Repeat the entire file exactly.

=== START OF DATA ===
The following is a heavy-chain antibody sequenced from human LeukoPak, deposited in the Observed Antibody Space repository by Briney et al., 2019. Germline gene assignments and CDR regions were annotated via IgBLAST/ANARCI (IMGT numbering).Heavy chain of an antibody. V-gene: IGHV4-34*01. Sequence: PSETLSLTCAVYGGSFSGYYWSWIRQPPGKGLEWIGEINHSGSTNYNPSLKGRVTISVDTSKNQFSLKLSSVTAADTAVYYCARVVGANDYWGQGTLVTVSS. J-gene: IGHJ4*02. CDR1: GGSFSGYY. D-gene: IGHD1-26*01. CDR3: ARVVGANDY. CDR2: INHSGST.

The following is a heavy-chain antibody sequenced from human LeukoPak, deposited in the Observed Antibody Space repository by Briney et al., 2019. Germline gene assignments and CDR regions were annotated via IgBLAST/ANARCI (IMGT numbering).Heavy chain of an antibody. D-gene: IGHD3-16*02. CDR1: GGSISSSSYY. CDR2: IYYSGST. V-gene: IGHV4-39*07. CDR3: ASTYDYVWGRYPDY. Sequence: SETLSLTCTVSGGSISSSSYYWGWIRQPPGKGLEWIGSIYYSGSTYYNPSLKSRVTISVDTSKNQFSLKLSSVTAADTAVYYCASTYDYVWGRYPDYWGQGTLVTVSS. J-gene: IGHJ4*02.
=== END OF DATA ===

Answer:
The following is a heavy-chain antibody sequenced from human LeukoPak, deposited in the Observed Antibody Space repository by Briney et al., 2019. Germline gene assignments and CDR regions were annotated via IgBLAST/ANARCI (IMGT numbering).Heavy chain of an antibody. V-gene: IGHV4-34*01. Sequence: PSETLSLTCAVYGGSFSGYYWSWIRQPPGKGLEWIGEINHSGSTNYNPSLKGRVTISVDTSKNQFSLKLSSVTAADTAVYYCARVVGANDYWGQGTLVTVSS. J-gene: IGHJ4*02. CDR1: GGSFSGYY. D-gene: IGHD1-26*01. CDR3: ARVVGANDY. CDR2: INHSGST.

The following is a heavy-chain antibody sequenced from human LeukoPak, deposited in the Observed Antibody Space repository by Briney et al., 2019. Germline gene assignments and CDR regions were annotated via IgBLAST/ANARCI (IMGT numbering).Heavy chain of an antibody. D-gene: IGHD3-16*02. CDR1: GGSISSSSYY. CDR2: IYYSGST. V-gene: IGHV4-39*07. CDR3: ASTYDYVWGRYPDY. Sequence: SETLSLTCTVSGGSISSSSYYWGWIRQPPGKGLEWIGSIYYSGSTYYNPSLKSRVTISVDTSKNQFSLKLSSVTAADTAVYYCASTYDYVWGRYPDYWGQGTLVTVSS. J-gene: IGHJ4*02.